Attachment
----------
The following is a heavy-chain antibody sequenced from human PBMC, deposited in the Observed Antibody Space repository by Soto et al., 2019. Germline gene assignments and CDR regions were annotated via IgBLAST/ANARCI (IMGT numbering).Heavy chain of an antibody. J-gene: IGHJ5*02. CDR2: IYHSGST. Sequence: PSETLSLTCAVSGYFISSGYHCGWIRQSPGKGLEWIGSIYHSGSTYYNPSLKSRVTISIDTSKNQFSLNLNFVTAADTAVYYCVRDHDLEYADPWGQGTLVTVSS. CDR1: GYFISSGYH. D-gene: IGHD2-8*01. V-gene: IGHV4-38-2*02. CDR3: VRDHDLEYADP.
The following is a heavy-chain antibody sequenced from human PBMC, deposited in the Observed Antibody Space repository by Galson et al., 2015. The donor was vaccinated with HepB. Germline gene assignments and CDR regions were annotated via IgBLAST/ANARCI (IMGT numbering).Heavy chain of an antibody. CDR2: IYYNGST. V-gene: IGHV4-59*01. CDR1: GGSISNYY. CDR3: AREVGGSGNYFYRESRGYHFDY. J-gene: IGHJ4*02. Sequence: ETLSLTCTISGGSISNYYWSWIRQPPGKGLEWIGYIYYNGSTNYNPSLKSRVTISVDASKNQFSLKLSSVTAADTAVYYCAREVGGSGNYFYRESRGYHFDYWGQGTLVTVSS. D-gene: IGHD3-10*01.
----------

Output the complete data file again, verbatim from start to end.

The following is a heavy-chain antibody sequenced from human PBMC, deposited in the Observed Antibody Space repository by Soto et al., 2019. Germline gene assignments and CDR regions were annotated via IgBLAST/ANARCI (IMGT numbering).Heavy chain of an antibody. J-gene: IGHJ5*02. CDR2: IYHSGST. Sequence: PSETLSLTCAVSGYFISSGYHCGWIRQSPGKGLEWIGSIYHSGSTYYNPSLKSRVTISIDTSKNQFSLNLNFVTAADTAVYYCVRDHDLEYADPWGQGTLVTVSS. CDR1: GYFISSGYH. D-gene: IGHD2-8*01. V-gene: IGHV4-38-2*02. CDR3: VRDHDLEYADP.
The following is a heavy-chain antibody sequenced from human PBMC, deposited in the Observed Antibody Space repository by Galson et al., 2015. The donor was vaccinated with HepB. Germline gene assignments and CDR regions were annotated via IgBLAST/ANARCI (IMGT numbering).Heavy chain of an antibody. CDR2: IYYNGST. V-gene: IGHV4-59*01. CDR1: GGSISNYY. CDR3: AREVGGSGNYFYRESRGYHFDY. J-gene: IGHJ4*02. Sequence: ETLSLTCTISGGSISNYYWSWIRQPPGKGLEWIGYIYYNGSTNYNPSLKSRVTISVDASKNQFSLKLSSVTAADTAVYYCAREVGGSGNYFYRESRGYHFDYWGQGTLVTVSS. D-gene: IGHD3-10*01.